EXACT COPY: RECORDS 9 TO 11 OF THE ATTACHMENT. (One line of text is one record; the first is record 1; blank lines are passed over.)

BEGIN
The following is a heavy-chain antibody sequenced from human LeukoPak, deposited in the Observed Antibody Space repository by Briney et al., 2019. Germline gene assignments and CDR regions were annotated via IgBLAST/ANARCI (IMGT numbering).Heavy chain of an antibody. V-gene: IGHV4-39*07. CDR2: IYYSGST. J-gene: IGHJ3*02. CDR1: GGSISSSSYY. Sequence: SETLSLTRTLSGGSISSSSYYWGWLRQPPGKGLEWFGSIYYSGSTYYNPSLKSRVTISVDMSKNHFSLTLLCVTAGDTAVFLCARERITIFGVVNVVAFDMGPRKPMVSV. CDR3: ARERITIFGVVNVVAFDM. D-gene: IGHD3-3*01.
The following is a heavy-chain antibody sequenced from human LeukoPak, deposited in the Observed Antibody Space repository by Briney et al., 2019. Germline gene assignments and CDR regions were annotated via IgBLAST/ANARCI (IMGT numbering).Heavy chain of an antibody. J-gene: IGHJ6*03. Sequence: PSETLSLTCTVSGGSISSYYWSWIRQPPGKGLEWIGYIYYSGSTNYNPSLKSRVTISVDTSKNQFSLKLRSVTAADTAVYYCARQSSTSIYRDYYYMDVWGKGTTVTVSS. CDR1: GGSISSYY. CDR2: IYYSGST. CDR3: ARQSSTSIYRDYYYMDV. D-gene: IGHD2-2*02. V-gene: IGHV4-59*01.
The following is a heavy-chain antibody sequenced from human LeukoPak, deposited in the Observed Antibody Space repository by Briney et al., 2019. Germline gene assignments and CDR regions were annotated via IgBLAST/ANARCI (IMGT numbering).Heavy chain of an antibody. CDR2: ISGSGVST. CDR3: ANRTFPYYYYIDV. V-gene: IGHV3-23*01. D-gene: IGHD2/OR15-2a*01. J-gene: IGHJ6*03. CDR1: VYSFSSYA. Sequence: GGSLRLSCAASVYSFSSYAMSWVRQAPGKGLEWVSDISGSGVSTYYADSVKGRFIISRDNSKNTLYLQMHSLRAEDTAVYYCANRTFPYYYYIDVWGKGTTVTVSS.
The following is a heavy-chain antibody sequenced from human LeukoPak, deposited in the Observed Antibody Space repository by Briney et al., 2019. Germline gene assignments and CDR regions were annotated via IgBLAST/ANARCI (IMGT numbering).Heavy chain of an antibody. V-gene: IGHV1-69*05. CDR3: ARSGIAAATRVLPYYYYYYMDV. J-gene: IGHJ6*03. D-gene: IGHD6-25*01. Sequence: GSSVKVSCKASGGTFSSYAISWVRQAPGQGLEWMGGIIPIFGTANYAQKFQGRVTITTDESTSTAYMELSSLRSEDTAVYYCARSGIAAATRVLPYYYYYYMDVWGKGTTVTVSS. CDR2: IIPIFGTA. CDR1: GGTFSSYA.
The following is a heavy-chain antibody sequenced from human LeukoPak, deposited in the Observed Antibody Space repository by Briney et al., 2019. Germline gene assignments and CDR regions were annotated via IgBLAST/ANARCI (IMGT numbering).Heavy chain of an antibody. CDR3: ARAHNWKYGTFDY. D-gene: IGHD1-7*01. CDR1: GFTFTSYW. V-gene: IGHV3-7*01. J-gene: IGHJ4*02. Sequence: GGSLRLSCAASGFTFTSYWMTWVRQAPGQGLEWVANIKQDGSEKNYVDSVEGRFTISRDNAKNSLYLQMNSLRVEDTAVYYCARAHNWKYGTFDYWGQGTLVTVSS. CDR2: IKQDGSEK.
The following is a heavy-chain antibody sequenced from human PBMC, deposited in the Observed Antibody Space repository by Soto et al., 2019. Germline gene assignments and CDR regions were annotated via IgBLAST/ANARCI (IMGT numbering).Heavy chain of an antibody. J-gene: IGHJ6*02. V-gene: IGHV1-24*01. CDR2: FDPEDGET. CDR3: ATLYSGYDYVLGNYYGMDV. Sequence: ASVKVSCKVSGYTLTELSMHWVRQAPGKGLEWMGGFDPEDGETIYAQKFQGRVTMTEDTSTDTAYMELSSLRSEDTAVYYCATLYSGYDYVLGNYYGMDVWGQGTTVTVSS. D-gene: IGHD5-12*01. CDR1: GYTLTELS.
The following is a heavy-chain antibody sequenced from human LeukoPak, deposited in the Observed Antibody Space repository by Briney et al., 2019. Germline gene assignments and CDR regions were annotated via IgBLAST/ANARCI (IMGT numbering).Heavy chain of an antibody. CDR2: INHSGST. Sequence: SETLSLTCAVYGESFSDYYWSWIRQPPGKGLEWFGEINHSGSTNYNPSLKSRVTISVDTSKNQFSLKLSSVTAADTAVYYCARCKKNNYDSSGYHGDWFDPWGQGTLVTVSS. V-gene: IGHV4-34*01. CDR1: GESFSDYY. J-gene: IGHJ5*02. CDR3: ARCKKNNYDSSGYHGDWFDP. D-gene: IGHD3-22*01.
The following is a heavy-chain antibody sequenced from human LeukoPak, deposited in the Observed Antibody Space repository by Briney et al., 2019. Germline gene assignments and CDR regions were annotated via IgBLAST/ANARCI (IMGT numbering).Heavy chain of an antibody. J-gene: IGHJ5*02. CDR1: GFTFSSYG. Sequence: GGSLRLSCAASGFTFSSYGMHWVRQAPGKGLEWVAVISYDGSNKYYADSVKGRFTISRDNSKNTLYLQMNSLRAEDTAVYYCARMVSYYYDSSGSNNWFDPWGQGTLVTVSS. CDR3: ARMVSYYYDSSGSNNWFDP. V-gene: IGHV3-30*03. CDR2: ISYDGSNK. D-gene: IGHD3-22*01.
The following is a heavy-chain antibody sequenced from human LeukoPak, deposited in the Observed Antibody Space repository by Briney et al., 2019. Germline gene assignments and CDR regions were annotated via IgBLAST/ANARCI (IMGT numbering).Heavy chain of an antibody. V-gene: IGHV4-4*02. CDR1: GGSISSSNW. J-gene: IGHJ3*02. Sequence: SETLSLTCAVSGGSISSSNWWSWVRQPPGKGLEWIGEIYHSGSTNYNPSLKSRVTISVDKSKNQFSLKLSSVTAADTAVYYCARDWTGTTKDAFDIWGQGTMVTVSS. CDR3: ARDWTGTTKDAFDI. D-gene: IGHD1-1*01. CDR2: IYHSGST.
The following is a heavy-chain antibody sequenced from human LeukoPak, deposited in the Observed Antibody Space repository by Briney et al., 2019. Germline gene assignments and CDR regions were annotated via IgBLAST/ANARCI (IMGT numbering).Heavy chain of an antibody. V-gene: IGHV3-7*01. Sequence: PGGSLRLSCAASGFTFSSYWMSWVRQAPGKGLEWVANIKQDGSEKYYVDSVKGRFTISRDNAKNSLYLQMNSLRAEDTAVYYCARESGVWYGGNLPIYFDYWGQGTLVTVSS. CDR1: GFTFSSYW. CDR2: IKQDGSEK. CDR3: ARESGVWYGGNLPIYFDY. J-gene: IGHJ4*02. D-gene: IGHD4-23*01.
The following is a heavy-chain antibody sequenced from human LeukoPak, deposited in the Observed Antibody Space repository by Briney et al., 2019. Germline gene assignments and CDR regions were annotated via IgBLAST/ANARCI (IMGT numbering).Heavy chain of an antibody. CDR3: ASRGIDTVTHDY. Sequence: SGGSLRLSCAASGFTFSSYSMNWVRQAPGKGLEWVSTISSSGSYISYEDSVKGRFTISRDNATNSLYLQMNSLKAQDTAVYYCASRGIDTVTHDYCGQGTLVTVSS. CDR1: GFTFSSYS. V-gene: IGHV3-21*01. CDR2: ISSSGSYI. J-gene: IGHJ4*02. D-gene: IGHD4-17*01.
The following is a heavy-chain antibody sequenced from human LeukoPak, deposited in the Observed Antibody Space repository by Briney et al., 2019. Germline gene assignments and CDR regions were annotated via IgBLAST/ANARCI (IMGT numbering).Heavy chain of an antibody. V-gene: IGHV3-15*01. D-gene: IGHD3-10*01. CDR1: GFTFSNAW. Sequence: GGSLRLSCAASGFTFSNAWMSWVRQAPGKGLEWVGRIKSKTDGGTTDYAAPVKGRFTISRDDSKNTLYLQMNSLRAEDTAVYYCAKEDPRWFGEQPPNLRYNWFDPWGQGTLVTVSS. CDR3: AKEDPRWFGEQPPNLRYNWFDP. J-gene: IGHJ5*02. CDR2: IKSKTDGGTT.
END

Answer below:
The following is a heavy-chain antibody sequenced from human LeukoPak, deposited in the Observed Antibody Space repository by Briney et al., 2019. Germline gene assignments and CDR regions were annotated via IgBLAST/ANARCI (IMGT numbering).Heavy chain of an antibody. V-gene: IGHV4-4*02. CDR1: GGSISSSNW. J-gene: IGHJ3*02. Sequence: SETLSLTCAVSGGSISSSNWWSWVRQPPGKGLEWIGEIYHSGSTNYNPSLKSRVTISVDKSKNQFSLKLSSVTAADTAVYYCARDWTGTTKDAFDIWGQGTMVTVSS. CDR3: ARDWTGTTKDAFDI. D-gene: IGHD1-1*01. CDR2: IYHSGST.
The following is a heavy-chain antibody sequenced from human LeukoPak, deposited in the Observed Antibody Space repository by Briney et al., 2019. Germline gene assignments and CDR regions were annotated via IgBLAST/ANARCI (IMGT numbering).Heavy chain of an antibody. V-gene: IGHV3-7*01. Sequence: PGGSLRLSCAASGFTFSSYWMSWVRQAPGKGLEWVANIKQDGSEKYYVDSVKGRFTISRDNAKNSLYLQMNSLRAEDTAVYYCARESGVWYGGNLPIYFDYWGQGTLVTVSS. CDR1: GFTFSSYW. CDR2: IKQDGSEK. CDR3: ARESGVWYGGNLPIYFDY. J-gene: IGHJ4*02. D-gene: IGHD4-23*01.
The following is a heavy-chain antibody sequenced from human LeukoPak, deposited in the Observed Antibody Space repository by Briney et al., 2019. Germline gene assignments and CDR regions were annotated via IgBLAST/ANARCI (IMGT numbering).Heavy chain of an antibody. CDR3: ASRGIDTVTHDY. Sequence: SGGSLRLSCAASGFTFSSYSMNWVRQAPGKGLEWVSTISSSGSYISYEDSVKGRFTISRDNATNSLYLQMNSLKAQDTAVYYCASRGIDTVTHDYCGQGTLVTVSS. CDR1: GFTFSSYS. V-gene: IGHV3-21*01. CDR2: ISSSGSYI. J-gene: IGHJ4*02. D-gene: IGHD4-17*01.